Frank got a poor start in the feature race but led by lap 9 ahead of Niel Allen’s McLaren M10B Chev. On lap 12 the torsional vibration damper of Niels Chev engine broke- and cut the cars brake lines whereupon Niel ploughed into Frank at Creek Corner outing both cars. It was a promising debut all the same. At Calder on 16 October Frank won an open racing car event against little opposition and established a new lap record of 42.6 seconds.

Development of both car and engine continued, it’s first major appearance the November 1970, Australian Grand Prix.

Frank’s car was fitted with engine RGM2 and Don O’Sullivan in Frank’s M10A with RGM4.

Six other F5000 cars- five with Chevrolet power and Aussie International David Walker’s Lotus 70 powered by a Ford- ran in this race along with cars using 2.5 litre engines- Garrie Cooper and John McCormack Elfin 600 Repco’s, Graeme Lawrence’ Ferrari Dino 246T, and 2 litre overhead camshaft engines- Leo Geoghegan and Max Stewart Lotus 59 and Mildren Waggott engined cars.

The Repco Holden McLaren took pole position, set fastest lap and won the race- it was very much mission accomplished and a triumph of design and development by the Repco team.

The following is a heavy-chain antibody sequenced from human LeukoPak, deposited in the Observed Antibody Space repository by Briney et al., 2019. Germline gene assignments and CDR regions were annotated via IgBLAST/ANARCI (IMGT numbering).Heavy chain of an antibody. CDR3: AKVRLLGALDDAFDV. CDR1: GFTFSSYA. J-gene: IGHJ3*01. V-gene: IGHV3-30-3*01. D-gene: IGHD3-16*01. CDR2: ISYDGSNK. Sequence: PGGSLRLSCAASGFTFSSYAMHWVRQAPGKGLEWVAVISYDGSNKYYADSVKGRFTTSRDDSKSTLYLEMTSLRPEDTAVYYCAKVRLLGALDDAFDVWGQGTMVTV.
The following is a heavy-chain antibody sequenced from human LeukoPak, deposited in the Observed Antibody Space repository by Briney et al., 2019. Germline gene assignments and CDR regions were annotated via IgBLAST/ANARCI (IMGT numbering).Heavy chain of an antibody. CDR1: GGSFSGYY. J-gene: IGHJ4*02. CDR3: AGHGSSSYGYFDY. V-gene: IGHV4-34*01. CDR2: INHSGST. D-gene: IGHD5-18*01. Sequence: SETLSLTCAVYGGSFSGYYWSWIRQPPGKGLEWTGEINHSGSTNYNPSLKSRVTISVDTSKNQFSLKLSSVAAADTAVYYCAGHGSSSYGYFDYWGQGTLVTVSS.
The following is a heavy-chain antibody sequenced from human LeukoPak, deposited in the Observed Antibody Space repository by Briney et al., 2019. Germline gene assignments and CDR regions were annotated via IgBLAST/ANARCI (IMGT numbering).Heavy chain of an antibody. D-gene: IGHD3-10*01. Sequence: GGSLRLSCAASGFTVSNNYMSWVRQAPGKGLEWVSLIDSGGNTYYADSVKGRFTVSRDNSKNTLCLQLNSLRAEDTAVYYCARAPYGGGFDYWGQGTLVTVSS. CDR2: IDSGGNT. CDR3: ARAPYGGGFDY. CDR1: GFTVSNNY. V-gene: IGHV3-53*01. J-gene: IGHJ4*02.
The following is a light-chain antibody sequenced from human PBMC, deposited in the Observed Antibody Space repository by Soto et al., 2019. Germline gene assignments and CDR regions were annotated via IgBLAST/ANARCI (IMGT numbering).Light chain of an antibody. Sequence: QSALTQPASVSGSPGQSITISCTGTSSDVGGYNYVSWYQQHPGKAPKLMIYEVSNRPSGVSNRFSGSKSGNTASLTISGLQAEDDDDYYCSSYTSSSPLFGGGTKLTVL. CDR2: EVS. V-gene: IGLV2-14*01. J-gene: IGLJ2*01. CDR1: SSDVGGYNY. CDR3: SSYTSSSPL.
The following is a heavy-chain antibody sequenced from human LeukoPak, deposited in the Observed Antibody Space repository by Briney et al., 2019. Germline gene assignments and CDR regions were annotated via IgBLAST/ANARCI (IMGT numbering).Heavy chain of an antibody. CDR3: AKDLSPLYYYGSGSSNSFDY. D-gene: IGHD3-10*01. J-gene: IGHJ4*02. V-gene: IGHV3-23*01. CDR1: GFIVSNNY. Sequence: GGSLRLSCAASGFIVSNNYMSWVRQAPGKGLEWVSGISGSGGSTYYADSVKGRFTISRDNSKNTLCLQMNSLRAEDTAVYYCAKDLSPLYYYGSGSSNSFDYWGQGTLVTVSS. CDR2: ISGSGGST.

Matich slices his McLaren M10B Repco through the Warwick Farm Esses during his historic win of the 1970 ANF2.5, ANF F5000 and 2 litre AGP (unattributed)

Repco engine with its neat engine cover made the M10B a distinctively flowing F5000 to look at. And fast. 1970 WF AGP (unattributed)

‘Against considerably stronger opposition Matich ran well in the 1971 Tasman Series and might have won won the series if he had not run out of fuel when leading the Sandown race. As he coasted to the finish he was passed by two cars, and with only one race remaining in the series he had insufficient points to win.

Later in 1971 he took his McLaren to the United States and won one round of their Formula 5000 series and finished second in another. Later that year he used a Repco Holden engine in a new car he built himself (Matich A50 Repco), he again won the Australian Grand Prix.’ Phil Irving recalled.

Matich on Warwick Farm’s Hume Straight during the 1971 AGP weekend- first on debut for the Matich A50 Repco (unattributed)